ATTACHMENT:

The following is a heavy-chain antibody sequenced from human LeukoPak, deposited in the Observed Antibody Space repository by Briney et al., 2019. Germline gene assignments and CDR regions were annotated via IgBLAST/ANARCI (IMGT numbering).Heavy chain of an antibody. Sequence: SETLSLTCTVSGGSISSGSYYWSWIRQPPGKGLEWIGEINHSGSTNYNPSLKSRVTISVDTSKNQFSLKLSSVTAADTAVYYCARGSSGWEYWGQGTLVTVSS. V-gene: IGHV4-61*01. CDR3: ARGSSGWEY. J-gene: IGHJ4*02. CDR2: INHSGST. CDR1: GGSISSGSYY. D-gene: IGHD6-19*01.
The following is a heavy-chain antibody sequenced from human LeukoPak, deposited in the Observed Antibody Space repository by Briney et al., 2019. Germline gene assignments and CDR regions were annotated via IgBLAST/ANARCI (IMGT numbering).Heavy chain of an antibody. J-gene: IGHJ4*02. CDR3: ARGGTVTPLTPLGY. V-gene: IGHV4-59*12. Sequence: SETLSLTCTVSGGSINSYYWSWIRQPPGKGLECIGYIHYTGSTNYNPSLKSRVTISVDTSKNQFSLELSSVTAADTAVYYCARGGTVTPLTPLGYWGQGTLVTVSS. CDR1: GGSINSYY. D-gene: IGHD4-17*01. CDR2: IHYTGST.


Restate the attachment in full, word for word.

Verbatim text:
The following is a heavy-chain antibody sequenced from human LeukoPak, deposited in the Observed Antibody Space repository by Briney et al., 2019. Germline gene assignments and CDR regions were annotated via IgBLAST/ANARCI (IMGT numbering).Heavy chain of an antibody. Sequence: SETLSLTCTVSGGSISSGSYYWSWIRQPPGKGLEWIGEINHSGSTNYNPSLKSRVTISVDTSKNQFSLKLSSVTAADTAVYYCARGSSGWEYWGQGTLVTVSS. V-gene: IGHV4-61*01. CDR3: ARGSSGWEY. J-gene: IGHJ4*02. CDR2: INHSGST. CDR1: GGSISSGSYY. D-gene: IGHD6-19*01.
The following is a heavy-chain antibody sequenced from human LeukoPak, deposited in the Observed Antibody Space repository by Briney et al., 2019. Germline gene assignments and CDR regions were annotated via IgBLAST/ANARCI (IMGT numbering).Heavy chain of an antibody. J-gene: IGHJ4*02. CDR3: ARGGTVTPLTPLGY. V-gene: IGHV4-59*12. Sequence: SETLSLTCTVSGGSINSYYWSWIRQPPGKGLECIGYIHYTGSTNYNPSLKSRVTISVDTSKNQFSLELSSVTAADTAVYYCARGGTVTPLTPLGYWGQGTLVTVSS. CDR1: GGSINSYY. D-gene: IGHD4-17*01. CDR2: IHYTGST.